Education

Kill the Topic Sentence

I used to hate writing. Looking back at composition classes in junior high and high school, writing had this mechanical feel, like following a recipe crafted by a mediocre cook who was more used to heating up microwave meals than using fresh ingredients. Topic sentences, thesis statements, stating the supporting points of an essay, it’s all so boring. What makes writing interesting? How do you write well? Start by committing a crime. Start by killing the topic sentence.

Air pollution in China is the worst in the world for many reasons. Fixing a flat tire on a bicycle is easy if you follow these simple steps. Scientists have learned to supplement sight in a number of ways. The center was not holding. Three of those sentences are from websites that teach writing. One of the sentences is from an essay by Joan Didion, “Slouching Toward Bethlehem.” Which of these sentences makes you want to keep on reading?

Yeah, I’m dying to learn how to easily fix a flat bike tire too. It just takes a few easy steps. The center was not holding. What center? Why isn’t it holding?

What’s more important in teaching high-school students to write: following a mechanical structure or learning that writing doesn’t have to be boring? Is the focus of high-school writing being able to pass standardized tests?1 Good writing is engaging. It’s entertaining. Good writing flows well and communicates ideas. We hear the person behind the words. Good writing takes time and practice, but it helps if you’re reading well-written essays, articles, stories and poems. Moving from the first sentence of Didion’s essay through the first two paragraphs, you’ll see what I mean.

The center was not holding. It was a country of bankruptcy notices and public-auction announcements and commonplace reports of casual killings and misplaced children and abandoned homes and vandals who misspelled the four-letter words they scrawled. It was a country in which families routinely disappeared, trailing bad checks and repossession papers. Adolescents drifted from city to torn city, sloughing off both the past and the future as snakes shed their skins, children who were never taught and would never now learn the games that had held society together. People were missing. Children were missing. Parents were missing. Those left behind filed desultory missing-persons reports, then moved on themselves.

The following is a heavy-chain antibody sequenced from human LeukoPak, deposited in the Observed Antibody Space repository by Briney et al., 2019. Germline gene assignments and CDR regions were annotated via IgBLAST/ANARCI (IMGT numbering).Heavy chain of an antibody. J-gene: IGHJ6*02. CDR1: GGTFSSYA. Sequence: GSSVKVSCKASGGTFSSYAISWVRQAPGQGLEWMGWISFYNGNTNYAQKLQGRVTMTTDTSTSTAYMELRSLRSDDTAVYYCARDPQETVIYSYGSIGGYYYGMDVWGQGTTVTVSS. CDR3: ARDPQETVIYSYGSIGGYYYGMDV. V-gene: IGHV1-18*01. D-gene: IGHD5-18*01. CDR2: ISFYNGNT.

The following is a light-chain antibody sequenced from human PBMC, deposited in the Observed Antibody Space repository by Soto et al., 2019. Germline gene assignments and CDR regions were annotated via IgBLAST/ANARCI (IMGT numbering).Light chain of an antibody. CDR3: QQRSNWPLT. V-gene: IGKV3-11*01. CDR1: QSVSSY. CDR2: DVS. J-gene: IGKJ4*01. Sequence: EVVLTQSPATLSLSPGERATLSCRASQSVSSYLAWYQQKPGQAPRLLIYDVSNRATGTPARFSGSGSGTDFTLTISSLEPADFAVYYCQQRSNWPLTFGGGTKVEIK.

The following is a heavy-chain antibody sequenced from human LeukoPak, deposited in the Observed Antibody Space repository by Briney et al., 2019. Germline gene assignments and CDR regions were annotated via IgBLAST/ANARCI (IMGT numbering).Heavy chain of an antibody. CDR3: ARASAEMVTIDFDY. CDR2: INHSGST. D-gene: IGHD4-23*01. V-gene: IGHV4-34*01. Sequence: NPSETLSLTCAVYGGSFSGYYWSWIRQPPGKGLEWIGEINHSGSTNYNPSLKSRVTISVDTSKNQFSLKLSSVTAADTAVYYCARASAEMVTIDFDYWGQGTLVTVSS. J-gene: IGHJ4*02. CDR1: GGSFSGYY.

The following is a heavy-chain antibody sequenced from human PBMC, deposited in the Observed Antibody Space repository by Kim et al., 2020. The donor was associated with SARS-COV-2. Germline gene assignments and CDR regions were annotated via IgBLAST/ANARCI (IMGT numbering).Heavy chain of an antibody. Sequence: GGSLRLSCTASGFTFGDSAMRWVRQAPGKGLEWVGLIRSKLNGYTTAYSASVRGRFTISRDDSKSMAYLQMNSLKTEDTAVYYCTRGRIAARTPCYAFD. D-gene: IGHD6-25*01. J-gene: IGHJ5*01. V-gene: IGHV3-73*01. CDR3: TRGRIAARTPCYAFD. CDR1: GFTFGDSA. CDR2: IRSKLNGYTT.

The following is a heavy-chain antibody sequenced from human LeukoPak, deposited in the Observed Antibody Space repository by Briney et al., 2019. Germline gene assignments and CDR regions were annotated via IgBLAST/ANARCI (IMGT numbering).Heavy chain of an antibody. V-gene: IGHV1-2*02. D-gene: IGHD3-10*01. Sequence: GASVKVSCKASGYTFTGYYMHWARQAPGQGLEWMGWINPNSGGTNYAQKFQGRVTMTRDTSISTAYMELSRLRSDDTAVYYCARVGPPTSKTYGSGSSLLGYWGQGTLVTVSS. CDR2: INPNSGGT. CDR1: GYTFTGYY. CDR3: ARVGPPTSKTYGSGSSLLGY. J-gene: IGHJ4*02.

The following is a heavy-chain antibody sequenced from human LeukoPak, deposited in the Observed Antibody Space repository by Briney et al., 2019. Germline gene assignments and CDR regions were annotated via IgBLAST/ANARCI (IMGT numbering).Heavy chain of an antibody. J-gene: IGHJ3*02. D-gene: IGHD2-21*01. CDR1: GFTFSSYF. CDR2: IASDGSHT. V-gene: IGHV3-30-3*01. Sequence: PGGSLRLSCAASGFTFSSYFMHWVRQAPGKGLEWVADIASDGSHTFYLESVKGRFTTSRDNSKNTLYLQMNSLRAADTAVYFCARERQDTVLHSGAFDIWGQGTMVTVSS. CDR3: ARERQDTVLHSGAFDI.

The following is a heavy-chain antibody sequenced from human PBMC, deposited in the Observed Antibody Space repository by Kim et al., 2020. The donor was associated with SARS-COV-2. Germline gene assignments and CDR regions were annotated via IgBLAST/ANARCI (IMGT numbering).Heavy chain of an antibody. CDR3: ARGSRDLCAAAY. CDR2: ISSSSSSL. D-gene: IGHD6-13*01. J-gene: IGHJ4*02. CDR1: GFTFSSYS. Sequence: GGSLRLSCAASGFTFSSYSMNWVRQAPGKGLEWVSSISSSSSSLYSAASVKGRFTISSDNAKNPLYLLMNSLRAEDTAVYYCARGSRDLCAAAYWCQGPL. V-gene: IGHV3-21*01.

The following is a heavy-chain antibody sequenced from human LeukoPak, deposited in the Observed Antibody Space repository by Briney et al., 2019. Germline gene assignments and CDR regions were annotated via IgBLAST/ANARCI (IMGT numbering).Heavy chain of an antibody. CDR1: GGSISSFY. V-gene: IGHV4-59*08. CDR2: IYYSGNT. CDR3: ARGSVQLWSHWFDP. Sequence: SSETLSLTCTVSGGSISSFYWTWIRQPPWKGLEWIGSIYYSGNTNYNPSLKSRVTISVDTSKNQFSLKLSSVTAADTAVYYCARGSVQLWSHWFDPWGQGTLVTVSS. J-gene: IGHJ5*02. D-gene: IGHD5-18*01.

It was not a country in open revolution. It was not a country under enemy siege. It was the United States of America in the cold late spring of 1967, and the market was steady and the G.N.P high and a great many articulate people seemed to have a sense of high social purpose and it might have been a spring of brave hopes and national promise, but it was not, and more and more people and the uneasy apprehension it was not. All that seemed clear was that at some point we had aborted ourselves and butchered the job, and because nothing else seemed so relevant I decided to go to San Francisco. San Francisco was where the social hemorrhaging was showing up. San Francisco was where the missing children were gathering and calling themselves “hippies.” When I first went to San Francisco in that cold late spring of 1967 I did not even know what I wanted to find out, and so I just around awhile, and made a few friends.2

I hadn’t meant to transcribe that much text, but how could I stop?Didion’s writing is so compelling. Should we kill the topic sentence or should we kill the boring, mechanical topic sentence? “It was not a country in open revolution,” sounds so much better than “it was not a country in open revolution for many reasons.” It’s direct. It can be built upon. It makes the reader lean closer. I used to hate writing for many reasons; now, I just hate reading bad writing.3

  1. This isn’t a rhetorical question. I’m actually curious. []
  2. First two paragraphs of Didion’s essay, “Slouching Towards Bethlehem.” []
  3. Photo credit: Taken by Karwik and used under CC https://www.flickr.com/photos/karwik/6563742965/in/photostream/. []

Timothy A. Lepczyk

Tim is an instructional technologist and former librarian. On the side, he writes fiction and poetry, and publishes the magazine Scintilla. You can follow him on Twitter at @thirdcoast.

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